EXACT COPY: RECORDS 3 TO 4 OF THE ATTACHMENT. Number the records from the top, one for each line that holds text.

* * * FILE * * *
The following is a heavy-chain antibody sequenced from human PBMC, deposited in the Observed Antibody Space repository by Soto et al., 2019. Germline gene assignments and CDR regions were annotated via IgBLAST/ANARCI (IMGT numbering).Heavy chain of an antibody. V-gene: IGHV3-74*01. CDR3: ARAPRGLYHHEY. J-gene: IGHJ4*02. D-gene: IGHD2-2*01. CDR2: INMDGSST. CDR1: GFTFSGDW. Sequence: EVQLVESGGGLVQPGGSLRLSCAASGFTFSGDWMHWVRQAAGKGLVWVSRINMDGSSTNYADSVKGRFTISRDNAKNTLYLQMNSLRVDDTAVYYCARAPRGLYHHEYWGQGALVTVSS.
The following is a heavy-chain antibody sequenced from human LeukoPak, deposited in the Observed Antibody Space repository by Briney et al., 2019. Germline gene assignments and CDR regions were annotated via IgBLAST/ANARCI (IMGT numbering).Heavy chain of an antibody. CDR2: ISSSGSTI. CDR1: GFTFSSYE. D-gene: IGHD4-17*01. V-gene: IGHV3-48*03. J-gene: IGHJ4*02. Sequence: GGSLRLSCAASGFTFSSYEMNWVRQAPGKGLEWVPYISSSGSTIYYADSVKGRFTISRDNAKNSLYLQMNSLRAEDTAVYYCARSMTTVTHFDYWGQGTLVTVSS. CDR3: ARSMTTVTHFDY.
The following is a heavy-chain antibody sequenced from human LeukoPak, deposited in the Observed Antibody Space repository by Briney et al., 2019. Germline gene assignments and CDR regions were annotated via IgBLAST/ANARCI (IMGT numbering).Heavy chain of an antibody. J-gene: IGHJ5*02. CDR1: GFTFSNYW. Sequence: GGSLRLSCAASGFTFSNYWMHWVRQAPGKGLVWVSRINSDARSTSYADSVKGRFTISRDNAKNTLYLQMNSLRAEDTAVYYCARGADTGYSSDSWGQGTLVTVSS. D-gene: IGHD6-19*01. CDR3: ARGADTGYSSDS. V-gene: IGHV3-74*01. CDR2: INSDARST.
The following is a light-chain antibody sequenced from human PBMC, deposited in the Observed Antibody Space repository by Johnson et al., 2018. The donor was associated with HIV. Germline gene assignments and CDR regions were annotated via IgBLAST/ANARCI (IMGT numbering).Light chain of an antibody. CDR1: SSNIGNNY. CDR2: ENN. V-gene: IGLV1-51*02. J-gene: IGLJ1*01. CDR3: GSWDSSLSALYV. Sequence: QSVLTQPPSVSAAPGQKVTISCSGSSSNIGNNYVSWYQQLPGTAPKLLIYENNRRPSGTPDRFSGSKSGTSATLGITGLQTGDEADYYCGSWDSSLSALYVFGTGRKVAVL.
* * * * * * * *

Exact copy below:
The following is a heavy-chain antibody sequenced from human LeukoPak, deposited in the Observed Antibody Space repository by Briney et al., 2019. Germline gene assignments and CDR regions were annotated via IgBLAST/ANARCI (IMGT numbering).Heavy chain of an antibody. J-gene: IGHJ5*02. CDR1: GFTFSNYW. Sequence: GGSLRLSCAASGFTFSNYWMHWVRQAPGKGLVWVSRINSDARSTSYADSVKGRFTISRDNAKNTLYLQMNSLRAEDTAVYYCARGADTGYSSDSWGQGTLVTVSS. D-gene: IGHD6-19*01. CDR3: ARGADTGYSSDS. V-gene: IGHV3-74*01. CDR2: INSDARST.
The following is a light-chain antibody sequenced from human PBMC, deposited in the Observed Antibody Space repository by Johnson et al., 2018. The donor was associated with HIV. Germline gene assignments and CDR regions were annotated via IgBLAST/ANARCI (IMGT numbering).Light chain of an antibody. CDR1: SSNIGNNY. CDR2: ENN. V-gene: IGLV1-51*02. J-gene: IGLJ1*01. CDR3: GSWDSSLSALYV. Sequence: QSVLTQPPSVSAAPGQKVTISCSGSSSNIGNNYVSWYQQLPGTAPKLLIYENNRRPSGTPDRFSGSKSGTSATLGITGLQTGDEADYYCGSWDSSLSALYVFGTGRKVAVL.